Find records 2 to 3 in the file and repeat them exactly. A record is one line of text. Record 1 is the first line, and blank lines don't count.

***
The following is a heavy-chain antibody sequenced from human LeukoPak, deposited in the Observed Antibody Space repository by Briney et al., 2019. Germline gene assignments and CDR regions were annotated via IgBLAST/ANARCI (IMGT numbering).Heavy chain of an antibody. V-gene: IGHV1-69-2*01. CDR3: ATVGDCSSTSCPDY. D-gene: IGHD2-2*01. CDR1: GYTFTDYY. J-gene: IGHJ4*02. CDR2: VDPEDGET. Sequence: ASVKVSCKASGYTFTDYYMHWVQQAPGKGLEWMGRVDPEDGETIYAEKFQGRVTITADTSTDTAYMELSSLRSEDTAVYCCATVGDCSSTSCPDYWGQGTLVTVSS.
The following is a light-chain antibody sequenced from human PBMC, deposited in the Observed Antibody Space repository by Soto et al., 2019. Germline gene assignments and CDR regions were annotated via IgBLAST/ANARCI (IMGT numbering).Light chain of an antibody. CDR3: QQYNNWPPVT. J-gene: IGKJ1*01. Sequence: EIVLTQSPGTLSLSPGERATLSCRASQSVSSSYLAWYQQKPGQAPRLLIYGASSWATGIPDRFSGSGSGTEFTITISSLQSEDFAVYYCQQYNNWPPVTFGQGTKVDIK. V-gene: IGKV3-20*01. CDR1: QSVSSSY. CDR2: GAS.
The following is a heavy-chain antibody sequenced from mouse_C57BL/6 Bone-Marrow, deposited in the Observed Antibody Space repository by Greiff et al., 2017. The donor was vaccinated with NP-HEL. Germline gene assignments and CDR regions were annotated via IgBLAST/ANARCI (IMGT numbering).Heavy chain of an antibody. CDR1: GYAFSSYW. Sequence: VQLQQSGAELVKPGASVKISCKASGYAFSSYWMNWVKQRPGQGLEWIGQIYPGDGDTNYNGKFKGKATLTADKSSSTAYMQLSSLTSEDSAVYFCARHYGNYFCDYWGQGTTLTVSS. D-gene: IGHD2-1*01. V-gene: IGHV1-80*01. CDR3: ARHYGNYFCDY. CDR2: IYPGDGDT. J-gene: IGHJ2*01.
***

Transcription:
The following is a light-chain antibody sequenced from human PBMC, deposited in the Observed Antibody Space repository by Soto et al., 2019. Germline gene assignments and CDR regions were annotated via IgBLAST/ANARCI (IMGT numbering).Light chain of an antibody. CDR3: QQYNNWPPVT. J-gene: IGKJ1*01. Sequence: EIVLTQSPGTLSLSPGERATLSCRASQSVSSSYLAWYQQKPGQAPRLLIYGASSWATGIPDRFSGSGSGTEFTITISSLQSEDFAVYYCQQYNNWPPVTFGQGTKVDIK. V-gene: IGKV3-20*01. CDR1: QSVSSSY. CDR2: GAS.
The following is a heavy-chain antibody sequenced from mouse_C57BL/6 Bone-Marrow, deposited in the Observed Antibody Space repository by Greiff et al., 2017. The donor was vaccinated with NP-HEL. Germline gene assignments and CDR regions were annotated via IgBLAST/ANARCI (IMGT numbering).Heavy chain of an antibody. CDR1: GYAFSSYW. Sequence: VQLQQSGAELVKPGASVKISCKASGYAFSSYWMNWVKQRPGQGLEWIGQIYPGDGDTNYNGKFKGKATLTADKSSSTAYMQLSSLTSEDSAVYFCARHYGNYFCDYWGQGTTLTVSS. D-gene: IGHD2-1*01. V-gene: IGHV1-80*01. CDR3: ARHYGNYFCDY. CDR2: IYPGDGDT. J-gene: IGHJ2*01.